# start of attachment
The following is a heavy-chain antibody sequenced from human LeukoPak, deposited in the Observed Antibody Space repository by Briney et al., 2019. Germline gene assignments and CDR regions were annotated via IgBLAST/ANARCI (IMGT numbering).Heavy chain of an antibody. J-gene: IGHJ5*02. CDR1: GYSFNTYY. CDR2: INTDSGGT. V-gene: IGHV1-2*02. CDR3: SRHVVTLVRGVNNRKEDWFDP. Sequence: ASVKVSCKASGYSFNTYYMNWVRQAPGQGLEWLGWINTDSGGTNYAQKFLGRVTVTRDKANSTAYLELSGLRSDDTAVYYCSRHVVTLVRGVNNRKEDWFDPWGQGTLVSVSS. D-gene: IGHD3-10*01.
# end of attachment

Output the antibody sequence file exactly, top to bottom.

The following is a heavy-chain antibody sequenced from human LeukoPak, deposited in the Observed Antibody Space repository by Briney et al., 2019. Germline gene assignments and CDR regions were annotated via IgBLAST/ANARCI (IMGT numbering).Heavy chain of an antibody. J-gene: IGHJ5*02. CDR1: GYSFNTYY. CDR2: INTDSGGT. V-gene: IGHV1-2*02. CDR3: SRHVVTLVRGVNNRKEDWFDP. Sequence: ASVKVSCKASGYSFNTYYMNWVRQAPGQGLEWLGWINTDSGGTNYAQKFLGRVTVTRDKANSTAYLELSGLRSDDTAVYYCSRHVVTLVRGVNNRKEDWFDPWGQGTLVSVSS. D-gene: IGHD3-10*01.